-Joshua now summoned the tribes of the sons of Reuben, Gad, and the half-tribe of Manasseh to Shiloh in order to bless them and send them back to their possessions on the eastern side of the Jordan. Joshua noted that they indeed had not forsaken their brothers in all the many battles. They had followed the command of the LORD and their earthly leader. They had kept the charge. Now they were given their proper rest and allowed to return to their families and livestock in good order. Joshua’ only request was that they “be very careful to observe the commandment and the law which Moses the servant of the LORD commanded you, to love the LORD your God and walk in His ways and keep His commandments and hold fast to Him and serve Him with all your heart and with all your soul.” His blessing was sincere, right on point, and then he sent them away. They had been blessed with many spoils of war, and now it was their responsibility to be good stewards with the things they were entrusted (Joshua 22:1-9).
-When the tribes of the eastern side came to the region of the Jordan still in the land of Canaan, the sons of Reuben, Gad, and Manasseh (the half-tribe) decided to build an altar by the Jordan River. The altar was described as being “large” in appearance. As the sons of Israel to the western side heard of it, they were suspicious and gathered themselves at Shiloh to go up against them in war. Intelligently, a delegation was sent to inquire about this altar before bloodshed began. Phinehas, the son of Eleazar the priest, along with ten chiefs from the tribes of Israel on the western side, went to Gilead and spoke with their brothers on this matter of the large altar. They had been offended and assumed that their brothers had done an unfaithful act against the LORD God in building this altar. They worried that they were rebelliously turning away from the God who had given them victory for some reason. They compared it to the sins of Peor (Numbers 25:1-9) and the plague that came upon them as an entire congregation. They knew all too well the wrath of the Almighty and recounted Achan’s debauchery that ended up causing the unnecessary deaths of many of their brothers (Joshua 7:1-26; 22:10-20). Ticking off God was serious business to them.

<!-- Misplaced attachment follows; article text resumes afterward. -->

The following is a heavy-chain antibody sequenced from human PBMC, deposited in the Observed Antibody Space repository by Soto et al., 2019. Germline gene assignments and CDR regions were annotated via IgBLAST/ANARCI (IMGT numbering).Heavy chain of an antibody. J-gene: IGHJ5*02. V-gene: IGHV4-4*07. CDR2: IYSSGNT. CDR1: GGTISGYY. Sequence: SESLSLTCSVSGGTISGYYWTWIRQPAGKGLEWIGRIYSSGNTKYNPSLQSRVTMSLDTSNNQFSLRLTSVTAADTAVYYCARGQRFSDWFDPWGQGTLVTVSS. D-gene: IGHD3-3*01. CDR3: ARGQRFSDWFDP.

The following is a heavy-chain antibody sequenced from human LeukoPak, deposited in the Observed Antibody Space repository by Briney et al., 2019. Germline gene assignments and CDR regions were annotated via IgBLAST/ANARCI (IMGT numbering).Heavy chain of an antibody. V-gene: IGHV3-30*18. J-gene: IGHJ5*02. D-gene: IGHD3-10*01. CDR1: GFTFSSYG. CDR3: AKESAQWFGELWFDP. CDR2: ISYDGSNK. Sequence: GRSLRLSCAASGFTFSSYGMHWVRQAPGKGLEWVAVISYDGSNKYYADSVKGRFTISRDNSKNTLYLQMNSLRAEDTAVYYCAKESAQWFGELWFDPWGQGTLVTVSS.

-The sons of Reuben, Gad, and the half-tribe of Mannaseh assured them that there was no misconduct in their erection of this altar. They called down the wrath of God if they had any evil intent with their actions. They truly desired the LORD, and wanted to make sure that their posterity would follow Him too with the border that could one day possibly divide them. It was for unification and consecration and a future concern regarding their children’s fear of the LORD that inspired them to construct this altar. They had been totally misunderstood. The altar was not for burnt offering or sacrifice, but for a witness between their western brothers and them for the generations that would inevitably come after them. They wanted to make sure that their families completely understood that they had a “portion in the LORD.” They maintained that it would be far from them to do anything illegal before the LORD in this matter. They were not being rebellious at all. This indeed pleased the delegation that had come from the west. They returned home with the news and it also pleased the sons of Israel; therefore, war not even discussed anymore. The altar was thereafter known as “Witness,” aptly named by the sons of Reuben and Gad “for” they said, “it is a witness between us (the entire nation of Israel) that the LORD is God (Joshua 22:21-34).”
-*Application* How many times do we make wrong assumptions about people and situations? Do we, like the 10 western tribes, sometimes operate out of fear and suspicion rather than good will? Think about this for a second, Joshua had just sent these guys out with blessing and shortly afterward they were considering going to war with these dudes and killing them. Crazy, right? Yet we do some of the exact same things with our Christian brothers and sisters in the fellowship realm. Thankfully, there is a prescription here in the text for us to follow in these times and situations. Go to the people we may have fears about or suspicions towards. See what the real story is. Then we can address whatever it is in the proper manner without freaking out. Often, we will find, as in this case, it was just a huge misunderstanding, and greater joy and camaraderie will be the result as the matter is cleared up. Let us make sure that we are building altars of witness between us establishing the LORD as our God in love and Christian brotherhood.
Verses to Memorize: Joshua 22:3-5, 22